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NCJ Number: 212203 Find in a Library
Title: Detention and Training: Assessment of the Detention and Training Order and its Impact on the Secure Estate Across England and Wales
Author(s): Neal Hazel; Ann Hagell; Mark Liddle; Debbie Archer; Roger Grimshaw; Jackie King
Date Published: October 2002
Page Count: 125
Sponsoring Agency: Policy Research Bureau
London EC2A 4LU,
Youth Justice Board for England and Wales
London SW1H 9AJ,
Sale Source: Youth Justice Board for England and Wales
102 Petty France
London SW1H 9AJ,
United Kingdom
Document: PDF
Type: Legislation/Policy Analysis
Format: Document (Online)
Language: English
Country: United Kingdom
Annotation: This report presents the findings of the national assessment of Great Britain's Detention and Training Order (DTO) over its first 2 years of operation (April 2000 to March 2002).
Abstract: The DTO provides that offenders under 18 years old who are given custodial sentences are to serve half of their sentence in a secure institution and the second half in the community. The treatment program for each juvenile is to have continuity across both segments of the DTO. The objectives of this assessment of the DTO's operation in England and Wales over its first 2 years focused on its consistency and appropriateness, barriers and facilitators in its implementation, its effect on overall custody rates, its effectiveness in preventing reoffending, other effects on individuals, and its lessons for good practice. The 3-stage design of the assessment consisted of a systematic description of the DTO's application, tracking the progress of a sample of approximately 300 initial recipients of the DTO, and a follow-up assessment of rates of rearrest and violations of the order for the sample. The assessment found that the custody-community combination worked well over its first 2 years. Generally, the targeted population of habitual and serious juvenile offenders received DTOs. Cooperation between institutional staff and Youth Offending Teams who supervised youth in the community was widespread, including joint planning for sentence implementation. The implementation of the DTO, however, was inconsistent in matching programs with a juvenile's needs. The coordination of multiple resources and the services of various agencies in meeting a juvenile's needs was often weak, both in the institutional phase and the community phase. Half of the youth in the sample failed to comply with all of the conditions of their supervision period, and 42 percent were rearrested during the community period of the DTO. 14 figures, 40 references, and appended case studies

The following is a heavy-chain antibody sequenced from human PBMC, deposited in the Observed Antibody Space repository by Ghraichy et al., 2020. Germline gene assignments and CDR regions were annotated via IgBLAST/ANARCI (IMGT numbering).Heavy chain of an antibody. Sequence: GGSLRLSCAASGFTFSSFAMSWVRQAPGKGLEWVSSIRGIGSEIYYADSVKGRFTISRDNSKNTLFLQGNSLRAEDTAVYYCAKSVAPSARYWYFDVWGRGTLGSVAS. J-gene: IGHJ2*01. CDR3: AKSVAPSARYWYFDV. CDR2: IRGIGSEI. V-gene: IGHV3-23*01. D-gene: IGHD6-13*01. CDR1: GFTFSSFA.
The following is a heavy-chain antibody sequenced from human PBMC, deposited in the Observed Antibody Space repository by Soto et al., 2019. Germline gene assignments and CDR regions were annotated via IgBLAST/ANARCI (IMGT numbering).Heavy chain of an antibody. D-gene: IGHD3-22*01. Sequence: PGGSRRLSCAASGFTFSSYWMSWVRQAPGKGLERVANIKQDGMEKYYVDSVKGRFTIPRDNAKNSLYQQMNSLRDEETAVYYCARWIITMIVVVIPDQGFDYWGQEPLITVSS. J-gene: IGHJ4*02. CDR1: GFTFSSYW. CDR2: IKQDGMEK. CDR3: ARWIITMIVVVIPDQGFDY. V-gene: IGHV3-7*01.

Main Term(s): Juvenile sentencing
Index Term(s): Correctional institutions (juvenile); Corrections in foreign countries; England; Intermediate sanctions; Juvenile Corrections/Detention; Juvenile Corrections/Detention effectiveness; Wales
Note: Downloaded November 29, 2005.
To cite this abstract, use the following link:
http://www.ncjrs.gov/App/publications/abstract.aspx?ID=233676

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